Gigabit ethernet And Windows Stack Efficiency - TCP-IP

This is a discussion on Gigabit ethernet And Windows Stack Efficiency - TCP-IP ; Hi, I'm investigating methods of moving large amounts of data (say 70Mbytes/sec) between PCs over Gigabit Ethernet. Using the traditional socket programming methods, this incurrs a large (and unacceptable) CPU overhead. As I don't need the ethernet connection for any ...

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  1. Gigabit ethernet And Windows Stack Efficiency

    Hi,
    I'm investigating methods of moving large amounts of data (say
    70Mbytes/sec) between PCs over Gigabit Ethernet. Using the traditional
    socket programming methods, this incurrs a large (and unacceptable)
    CPU overhead.

    As I don't need the ethernet connection for any other use, I assumed
    that I could somehow rewrite the ethernet card driver to avoid the
    Windows Stack code (may using TOE also) to improve things. However, as
    I have no idea how to do this (and I know it's complicated) I wondered
    whether there was already a low level driver available that I could
    use. I assume that the Windows Stack code must sit on a standard
    interface to the ethernet card, so presumably I could interface with
    this interface directly?.

    Any ideas would be appreciated.
    Ta,
    Dave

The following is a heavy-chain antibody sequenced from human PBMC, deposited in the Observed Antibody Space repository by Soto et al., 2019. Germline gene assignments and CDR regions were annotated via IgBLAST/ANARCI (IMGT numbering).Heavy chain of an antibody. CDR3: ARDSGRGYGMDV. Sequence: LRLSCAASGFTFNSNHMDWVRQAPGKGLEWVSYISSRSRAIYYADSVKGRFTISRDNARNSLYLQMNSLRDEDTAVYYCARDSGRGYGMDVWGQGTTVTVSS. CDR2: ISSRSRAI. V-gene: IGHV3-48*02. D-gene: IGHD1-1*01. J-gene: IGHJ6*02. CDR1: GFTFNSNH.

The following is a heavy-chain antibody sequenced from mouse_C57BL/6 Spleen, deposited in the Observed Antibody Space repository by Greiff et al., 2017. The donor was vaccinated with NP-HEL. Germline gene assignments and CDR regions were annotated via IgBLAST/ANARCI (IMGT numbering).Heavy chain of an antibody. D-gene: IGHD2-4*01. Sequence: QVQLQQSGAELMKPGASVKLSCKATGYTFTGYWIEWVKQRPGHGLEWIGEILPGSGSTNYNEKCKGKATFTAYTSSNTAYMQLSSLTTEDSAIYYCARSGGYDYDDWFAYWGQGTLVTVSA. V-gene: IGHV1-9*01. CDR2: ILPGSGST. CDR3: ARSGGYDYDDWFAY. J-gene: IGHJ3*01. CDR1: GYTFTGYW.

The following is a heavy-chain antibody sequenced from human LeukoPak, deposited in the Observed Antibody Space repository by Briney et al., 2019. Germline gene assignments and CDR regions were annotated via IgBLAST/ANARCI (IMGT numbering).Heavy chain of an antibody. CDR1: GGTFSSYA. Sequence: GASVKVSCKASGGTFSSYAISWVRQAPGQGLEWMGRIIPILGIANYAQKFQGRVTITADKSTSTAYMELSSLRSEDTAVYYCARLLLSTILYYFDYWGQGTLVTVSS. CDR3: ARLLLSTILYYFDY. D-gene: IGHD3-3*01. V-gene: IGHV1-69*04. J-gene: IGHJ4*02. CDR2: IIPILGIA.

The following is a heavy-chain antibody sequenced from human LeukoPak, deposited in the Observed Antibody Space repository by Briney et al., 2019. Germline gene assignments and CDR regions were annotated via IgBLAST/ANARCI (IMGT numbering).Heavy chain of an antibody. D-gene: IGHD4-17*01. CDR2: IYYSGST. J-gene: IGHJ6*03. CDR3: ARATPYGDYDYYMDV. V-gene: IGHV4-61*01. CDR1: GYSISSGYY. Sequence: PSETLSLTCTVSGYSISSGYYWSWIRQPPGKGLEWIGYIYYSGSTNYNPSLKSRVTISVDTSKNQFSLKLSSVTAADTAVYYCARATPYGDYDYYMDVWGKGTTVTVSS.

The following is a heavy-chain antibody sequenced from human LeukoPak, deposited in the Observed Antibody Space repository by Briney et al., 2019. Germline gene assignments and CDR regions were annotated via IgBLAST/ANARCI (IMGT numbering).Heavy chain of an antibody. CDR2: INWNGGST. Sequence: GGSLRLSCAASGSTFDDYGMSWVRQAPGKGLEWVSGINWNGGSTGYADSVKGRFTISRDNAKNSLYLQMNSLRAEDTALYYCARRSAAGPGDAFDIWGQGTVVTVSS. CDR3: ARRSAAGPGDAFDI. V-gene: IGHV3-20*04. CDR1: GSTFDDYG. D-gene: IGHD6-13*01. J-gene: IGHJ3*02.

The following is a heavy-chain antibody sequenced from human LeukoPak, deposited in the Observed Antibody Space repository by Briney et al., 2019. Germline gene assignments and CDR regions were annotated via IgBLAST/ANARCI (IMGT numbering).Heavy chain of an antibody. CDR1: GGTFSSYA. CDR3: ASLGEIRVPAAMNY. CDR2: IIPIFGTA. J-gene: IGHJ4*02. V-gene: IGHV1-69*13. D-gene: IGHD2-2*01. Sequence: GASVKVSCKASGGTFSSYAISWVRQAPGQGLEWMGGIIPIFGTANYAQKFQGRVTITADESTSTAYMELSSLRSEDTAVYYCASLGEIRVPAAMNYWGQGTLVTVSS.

2. Re: Gigabit ethernet And Windows Stack Efficiency

    dave_m_moore@post2me.freeserve.co.uk wrote:
    > I'm investigating methods of moving large amounts of data (say
    > 70Mbytes/sec) between PCs over Gigabit Ethernet. Using the
    > traditional socket programming methods, this incurrs a large (and
    > unacceptable) CPU overhead.


    What are some of the constants you are using with the traditional
    socket programming methods? How much data are you presenting to the
    stack at one time? What is the window size you are using? What sort
    of Gigabit Ethernet NIC(s) are you using? Are you using JumboFrames?
    etc etc etc.

    > I assume that the Windows Stack code must sit on a standard
    > interface to the ethernet card, so presumably I could interface with
    > this interface directly?.


    Presumably. You could, and while it may be just between two systems on
    a private network, your replacement for the systems' TCP stacks would
    need to have _some_ sort of flow control and error recovery (lost
    packets) mechanism. You might be able to get away with something very
    simplistic but then again...

    rick jones
    --
    denial, anger, bargaining, depression, acceptance, rebirth...
    where do you want to be today?
    these opinions are mine, all mine; HP might not want them anyway...
    feel free to post, OR email to rick.jones2 in hp.com but NOT BOTH...

  3. Re: Gigabit ethernet And Windows Stack Efficiency

    On Mar 9, 2:27 pm, dave_m_mo...@post2me.freeserve.co.uk wrote: